Adult education helps to close the digital gap and provides individuals with digital competences, which are key to personal fulfillment, employment, social inclusion and active citizenship.

Today’s society is in the process of responding to the fourth industrial revolution: digitalisation. It is disrupting labour markets and fundamentally altering the nature and future of work and education and training. Understanding the opportunities, challenges and impact of digitalisation on work and learning is important for every adult engaged in lifelong learning. It is key to supporting personal fulfilment and development, employability, social inclusion and active citizenship. Everyone now needs to have a sufficient level of digital competence in order to play an active part in society.

Urgent need to update digital skills

EAEA is deeply concerned that 43% of the European adult population do not have basic digital skills. Adults who do not possess a sufficient level of such skills face a high risk of social exclusion. By 2024, roles requiring digital skills will grow by 12%. The ability to manipulate digital tools will become critically important in the next 5 years. (Source: Accenture: New Skills Now. Inclusion in the digital Economy). 

The ability to seize the opportunities provided by digitalisation, however, is not evenly distributed. Vulnerable and marginalised adults could face a double disadvantage in the future, due to a lack of awareness of, or the means to adapt to, these changes. EAEA recognises the importance of ensuring all adults have access to education and training for both basic and intermediate digital skills.

Technology is also altering the future of teaching and learning, providing a myriad of tools to enhance the way we educate, teach and learn. It is important that educators utilise these tools to improve their work, creating communities of practice, sharing knowledge and skills. What is needed therefore is improved access to infrastructure and training.

Digitalisation has already changed and will continue to change our living circumstances, mobility, environments, communication and most other areas of life. This will also alter the life skills necessary to manage these changes and the needs of learners to participate in society. Adult education provides the necessary life skills but also anticipates and shapes future developments.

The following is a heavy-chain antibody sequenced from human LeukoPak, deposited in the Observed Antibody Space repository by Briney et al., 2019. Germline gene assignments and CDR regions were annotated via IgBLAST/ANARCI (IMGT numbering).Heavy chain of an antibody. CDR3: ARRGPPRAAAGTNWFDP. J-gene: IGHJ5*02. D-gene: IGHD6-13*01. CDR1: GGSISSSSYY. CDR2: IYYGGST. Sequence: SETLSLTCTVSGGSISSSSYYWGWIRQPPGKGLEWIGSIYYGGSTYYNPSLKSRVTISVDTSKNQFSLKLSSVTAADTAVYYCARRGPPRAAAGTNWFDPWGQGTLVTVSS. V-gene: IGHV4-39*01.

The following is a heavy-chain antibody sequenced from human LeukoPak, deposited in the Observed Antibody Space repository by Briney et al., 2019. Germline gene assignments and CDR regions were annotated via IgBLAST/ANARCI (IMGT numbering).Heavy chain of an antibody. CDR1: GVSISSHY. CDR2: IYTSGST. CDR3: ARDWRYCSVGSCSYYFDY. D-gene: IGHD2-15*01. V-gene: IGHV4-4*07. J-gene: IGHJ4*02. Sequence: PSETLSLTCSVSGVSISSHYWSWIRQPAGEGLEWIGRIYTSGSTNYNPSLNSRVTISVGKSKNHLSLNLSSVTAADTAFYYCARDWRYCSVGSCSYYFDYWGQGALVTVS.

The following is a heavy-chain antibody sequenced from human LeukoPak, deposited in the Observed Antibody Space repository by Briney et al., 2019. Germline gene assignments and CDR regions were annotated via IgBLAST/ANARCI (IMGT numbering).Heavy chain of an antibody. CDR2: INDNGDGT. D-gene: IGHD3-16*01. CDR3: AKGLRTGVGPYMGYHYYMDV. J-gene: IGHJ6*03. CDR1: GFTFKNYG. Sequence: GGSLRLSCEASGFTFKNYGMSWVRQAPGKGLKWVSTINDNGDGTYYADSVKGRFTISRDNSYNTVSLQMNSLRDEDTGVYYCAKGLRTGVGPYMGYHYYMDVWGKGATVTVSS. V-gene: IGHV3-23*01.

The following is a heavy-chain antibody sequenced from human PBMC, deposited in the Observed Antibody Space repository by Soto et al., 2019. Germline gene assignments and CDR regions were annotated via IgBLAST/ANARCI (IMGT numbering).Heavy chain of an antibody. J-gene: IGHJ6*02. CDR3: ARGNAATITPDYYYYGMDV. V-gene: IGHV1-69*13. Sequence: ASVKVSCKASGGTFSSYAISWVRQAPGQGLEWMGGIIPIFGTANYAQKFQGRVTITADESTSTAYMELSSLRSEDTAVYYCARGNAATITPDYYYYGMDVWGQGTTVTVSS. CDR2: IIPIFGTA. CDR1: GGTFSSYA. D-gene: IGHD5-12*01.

Research evidence

Businesses should take an active role in updating the digital skills of the current workforce. 

The World Economic Forum publication (2016) Global Challenge Insight Report: The Future of Jobs – Employment, Skills and Workforce Strategy for the Fourth Industrial Revolution concludes that it is simply not possible to weather the current technological revolution by waiting for the next generation’s workforce to become better prepared.
Instead it is critical that businesses take an active role in supporting their current workforce through re-training, that individuals take a proactive approach to their own lifelong learning and that governments create the enabling environment, rapidly and creatively, to assist these efforts.

Good practice

A programme in the Netherlands helps refugees upgrade their digital skills. 

HackYourFuture is an educational programme that helps refugees in the Netherlands learn computer programming and become full-stack web developers. The programme is focused on quickly teaching students how to program and develop in-demand skills for the job market and connects students with companies that hire programmers. In
other words, the programme works with project-based learning, where students are challenged to develop their own ideas, build things together and learn while doing.

Most of the learning in the programme is being done online via an educational website but there are meetings every weekend in Amsterdam. Within months of their first lessons, refugees start building their own projects. The graduates have been placed in jobs and internships with multiple companies all over the Netherlands.